Why the Pretoria Girls High issue is more than one of institutional racism
I, like many others, have been upset to hear of the Pretoria Girls High School imposition of rules relating to learners’ hair styles. It is undeniably unfair against these young women who attend the institution to learn. Worse than that, it is also an issue that once again demonstrates how South African institutions need to look long and hard at how intrinsic racism remains within their structures and regulations.
However, reading the full Code of Conduct of the school it became apparent that racism isn’t the only problem here. To say that the rules are conservative and old-fashioned would be the understatement of the century. The rules in this document aren’t there to encourage the girls to look smart, they’re there to crush them into subservient, indifferent clones. It’s honestly like reading a ‘rules and orders’ contract from a Victorian workhouse.
There are so many aspects of this document that make me think that progress never even began in these educational establishments. Firstly, girls aren’t allowed to wear pants/trousers at all. In 2016 this is sickeningly sexist. Secondly, how dare a school tell my child she can’t wear boxer shorts. It’s none of their damn business what she’s wearing under her ‘exact length skirt’. Children also aren’t allowed to wear headphones at all when in uniform — woe betide the child that wants to listen to music on her way home — perish the thought that she may gain creativity or be allowed to unwind!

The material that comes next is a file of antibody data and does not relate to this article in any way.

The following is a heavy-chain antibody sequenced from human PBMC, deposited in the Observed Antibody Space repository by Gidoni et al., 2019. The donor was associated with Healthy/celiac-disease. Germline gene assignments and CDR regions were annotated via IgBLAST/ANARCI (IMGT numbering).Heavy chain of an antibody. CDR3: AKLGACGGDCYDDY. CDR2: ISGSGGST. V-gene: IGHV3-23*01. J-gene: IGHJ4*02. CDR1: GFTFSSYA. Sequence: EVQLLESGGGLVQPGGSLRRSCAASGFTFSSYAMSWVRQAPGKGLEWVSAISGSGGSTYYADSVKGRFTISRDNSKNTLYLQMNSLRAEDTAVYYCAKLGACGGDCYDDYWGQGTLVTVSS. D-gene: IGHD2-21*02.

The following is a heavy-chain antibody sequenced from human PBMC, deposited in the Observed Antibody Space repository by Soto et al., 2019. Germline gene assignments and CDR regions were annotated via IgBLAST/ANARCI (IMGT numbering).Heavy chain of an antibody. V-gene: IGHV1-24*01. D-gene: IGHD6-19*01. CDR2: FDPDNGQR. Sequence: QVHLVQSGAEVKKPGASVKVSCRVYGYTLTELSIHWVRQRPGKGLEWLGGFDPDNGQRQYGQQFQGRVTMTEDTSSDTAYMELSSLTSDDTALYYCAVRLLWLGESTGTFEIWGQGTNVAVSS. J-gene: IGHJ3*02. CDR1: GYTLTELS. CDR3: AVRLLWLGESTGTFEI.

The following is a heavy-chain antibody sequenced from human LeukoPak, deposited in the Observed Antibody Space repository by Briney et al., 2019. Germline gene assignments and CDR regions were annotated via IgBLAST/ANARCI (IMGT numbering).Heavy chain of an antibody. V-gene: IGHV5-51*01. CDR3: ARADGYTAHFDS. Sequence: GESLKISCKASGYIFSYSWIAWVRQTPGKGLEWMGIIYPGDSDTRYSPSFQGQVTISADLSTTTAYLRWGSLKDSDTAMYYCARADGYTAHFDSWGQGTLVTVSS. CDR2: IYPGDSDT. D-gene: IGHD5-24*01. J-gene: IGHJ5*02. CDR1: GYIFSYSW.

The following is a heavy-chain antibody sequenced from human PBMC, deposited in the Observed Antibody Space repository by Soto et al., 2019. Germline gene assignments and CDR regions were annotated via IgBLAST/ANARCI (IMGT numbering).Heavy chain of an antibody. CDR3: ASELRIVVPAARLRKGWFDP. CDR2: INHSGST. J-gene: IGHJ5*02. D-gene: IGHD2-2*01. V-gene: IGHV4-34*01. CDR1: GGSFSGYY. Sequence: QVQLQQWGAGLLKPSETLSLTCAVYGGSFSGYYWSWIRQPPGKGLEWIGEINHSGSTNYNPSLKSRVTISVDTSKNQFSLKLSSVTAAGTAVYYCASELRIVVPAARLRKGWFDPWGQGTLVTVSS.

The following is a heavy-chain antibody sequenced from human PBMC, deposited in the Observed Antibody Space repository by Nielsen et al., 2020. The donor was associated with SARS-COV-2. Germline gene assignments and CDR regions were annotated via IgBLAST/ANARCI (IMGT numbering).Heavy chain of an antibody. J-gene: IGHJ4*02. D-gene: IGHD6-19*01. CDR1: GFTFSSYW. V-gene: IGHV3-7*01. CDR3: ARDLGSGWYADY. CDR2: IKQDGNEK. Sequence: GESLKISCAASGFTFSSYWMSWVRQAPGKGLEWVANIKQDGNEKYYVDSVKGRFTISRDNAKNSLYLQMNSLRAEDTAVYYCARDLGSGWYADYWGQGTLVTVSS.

Don’t get me wrong, I don’t believe that uniforms should be outlawed, I just think that comfortable, practical outlines should be given rather than blimpish, strict uniform policies that simply ascribe rules for the sake of it.
Uniforms are convenient and can certainly avoid children competing on the latest fashion trends but they do not magically instil values or make learners ‘more professional’. How parents and teachers interact with and educate children will do that.
When it comes down to it, do you really want your child to be told that in order to succeed they must fit in and fall in line? Because from where I’m standing South Africa needs young women who know how to respectfully challenge the status quo and question those in power. With young leaders doing that perhaps we’ll find ourselves in a less racist, less sexist country.